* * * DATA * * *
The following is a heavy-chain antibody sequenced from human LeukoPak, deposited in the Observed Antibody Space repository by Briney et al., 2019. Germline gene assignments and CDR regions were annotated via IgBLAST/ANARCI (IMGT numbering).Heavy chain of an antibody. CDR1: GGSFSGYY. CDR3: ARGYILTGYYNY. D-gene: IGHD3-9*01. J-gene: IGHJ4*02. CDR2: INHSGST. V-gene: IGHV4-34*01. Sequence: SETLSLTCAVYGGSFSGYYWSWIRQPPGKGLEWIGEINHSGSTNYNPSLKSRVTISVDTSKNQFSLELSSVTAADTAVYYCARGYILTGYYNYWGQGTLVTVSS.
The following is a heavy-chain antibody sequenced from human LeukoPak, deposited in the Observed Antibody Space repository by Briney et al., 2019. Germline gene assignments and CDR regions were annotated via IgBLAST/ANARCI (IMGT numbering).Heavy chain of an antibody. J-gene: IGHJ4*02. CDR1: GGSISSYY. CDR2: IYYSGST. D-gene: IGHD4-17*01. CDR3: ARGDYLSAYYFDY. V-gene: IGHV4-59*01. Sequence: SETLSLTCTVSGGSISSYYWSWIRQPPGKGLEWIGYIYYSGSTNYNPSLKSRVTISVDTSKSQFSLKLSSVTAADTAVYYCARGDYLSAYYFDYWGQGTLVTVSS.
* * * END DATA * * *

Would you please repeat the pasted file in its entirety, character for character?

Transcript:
The following is a heavy-chain antibody sequenced from human LeukoPak, deposited in the Observed Antibody Space repository by Briney et al., 2019. Germline gene assignments and CDR regions were annotated via IgBLAST/ANARCI (IMGT numbering).Heavy chain of an antibody. CDR1: GGSFSGYY. CDR3: ARGYILTGYYNY. D-gene: IGHD3-9*01. J-gene: IGHJ4*02. CDR2: INHSGST. V-gene: IGHV4-34*01. Sequence: SETLSLTCAVYGGSFSGYYWSWIRQPPGKGLEWIGEINHSGSTNYNPSLKSRVTISVDTSKNQFSLELSSVTAADTAVYYCARGYILTGYYNYWGQGTLVTVSS.
The following is a heavy-chain antibody sequenced from human LeukoPak, deposited in the Observed Antibody Space repository by Briney et al., 2019. Germline gene assignments and CDR regions were annotated via IgBLAST/ANARCI (IMGT numbering).Heavy chain of an antibody. J-gene: IGHJ4*02. CDR1: GGSISSYY. CDR2: IYYSGST. D-gene: IGHD4-17*01. CDR3: ARGDYLSAYYFDY. V-gene: IGHV4-59*01. Sequence: SETLSLTCTVSGGSISSYYWSWIRQPPGKGLEWIGYIYYSGSTNYNPSLKSRVTISVDTSKSQFSLKLSSVTAADTAVYYCARGDYLSAYYFDYWGQGTLVTVSS.